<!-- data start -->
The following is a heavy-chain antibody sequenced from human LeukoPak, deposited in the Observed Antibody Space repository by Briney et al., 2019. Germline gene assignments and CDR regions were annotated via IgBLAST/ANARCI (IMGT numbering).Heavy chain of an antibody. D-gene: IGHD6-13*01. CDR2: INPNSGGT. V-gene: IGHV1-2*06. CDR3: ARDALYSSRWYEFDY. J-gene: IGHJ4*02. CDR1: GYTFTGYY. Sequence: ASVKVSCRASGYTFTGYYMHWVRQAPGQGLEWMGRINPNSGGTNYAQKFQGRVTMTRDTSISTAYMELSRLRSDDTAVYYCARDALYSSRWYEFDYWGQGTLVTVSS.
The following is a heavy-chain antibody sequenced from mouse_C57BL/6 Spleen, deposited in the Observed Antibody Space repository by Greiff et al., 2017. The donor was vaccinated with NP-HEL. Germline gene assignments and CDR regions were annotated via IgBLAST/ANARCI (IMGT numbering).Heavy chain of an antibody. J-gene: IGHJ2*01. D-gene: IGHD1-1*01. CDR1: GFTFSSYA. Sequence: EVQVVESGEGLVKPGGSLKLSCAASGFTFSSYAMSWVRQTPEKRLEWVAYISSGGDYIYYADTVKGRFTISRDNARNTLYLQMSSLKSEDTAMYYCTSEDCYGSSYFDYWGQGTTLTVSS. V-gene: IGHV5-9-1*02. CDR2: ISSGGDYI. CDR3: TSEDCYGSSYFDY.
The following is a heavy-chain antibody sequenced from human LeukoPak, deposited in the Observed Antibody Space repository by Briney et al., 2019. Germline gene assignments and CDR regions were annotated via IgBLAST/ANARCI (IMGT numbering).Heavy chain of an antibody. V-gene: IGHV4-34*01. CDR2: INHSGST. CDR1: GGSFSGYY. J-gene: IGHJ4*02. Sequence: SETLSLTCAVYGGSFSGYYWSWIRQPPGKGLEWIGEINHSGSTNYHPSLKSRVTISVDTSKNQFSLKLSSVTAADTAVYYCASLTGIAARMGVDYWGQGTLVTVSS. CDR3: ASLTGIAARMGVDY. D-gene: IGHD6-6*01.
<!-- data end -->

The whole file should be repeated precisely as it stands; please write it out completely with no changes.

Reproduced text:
The following is a heavy-chain antibody sequenced from human LeukoPak, deposited in the Observed Antibody Space repository by Briney et al., 2019. Germline gene assignments and CDR regions were annotated via IgBLAST/ANARCI (IMGT numbering).Heavy chain of an antibody. D-gene: IGHD6-13*01. CDR2: INPNSGGT. V-gene: IGHV1-2*06. CDR3: ARDALYSSRWYEFDY. J-gene: IGHJ4*02. CDR1: GYTFTGYY. Sequence: ASVKVSCRASGYTFTGYYMHWVRQAPGQGLEWMGRINPNSGGTNYAQKFQGRVTMTRDTSISTAYMELSRLRSDDTAVYYCARDALYSSRWYEFDYWGQGTLVTVSS.
The following is a heavy-chain antibody sequenced from mouse_C57BL/6 Spleen, deposited in the Observed Antibody Space repository by Greiff et al., 2017. The donor was vaccinated with NP-HEL. Germline gene assignments and CDR regions were annotated via IgBLAST/ANARCI (IMGT numbering).Heavy chain of an antibody. J-gene: IGHJ2*01. D-gene: IGHD1-1*01. CDR1: GFTFSSYA. Sequence: EVQVVESGEGLVKPGGSLKLSCAASGFTFSSYAMSWVRQTPEKRLEWVAYISSGGDYIYYADTVKGRFTISRDNARNTLYLQMSSLKSEDTAMYYCTSEDCYGSSYFDYWGQGTTLTVSS. V-gene: IGHV5-9-1*02. CDR2: ISSGGDYI. CDR3: TSEDCYGSSYFDY.
The following is a heavy-chain antibody sequenced from human LeukoPak, deposited in the Observed Antibody Space repository by Briney et al., 2019. Germline gene assignments and CDR regions were annotated via IgBLAST/ANARCI (IMGT numbering).Heavy chain of an antibody. V-gene: IGHV4-34*01. CDR2: INHSGST. CDR1: GGSFSGYY. J-gene: IGHJ4*02. Sequence: SETLSLTCAVYGGSFSGYYWSWIRQPPGKGLEWIGEINHSGSTNYHPSLKSRVTISVDTSKNQFSLKLSSVTAADTAVYYCASLTGIAARMGVDYWGQGTLVTVSS. CDR3: ASLTGIAARMGVDY. D-gene: IGHD6-6*01.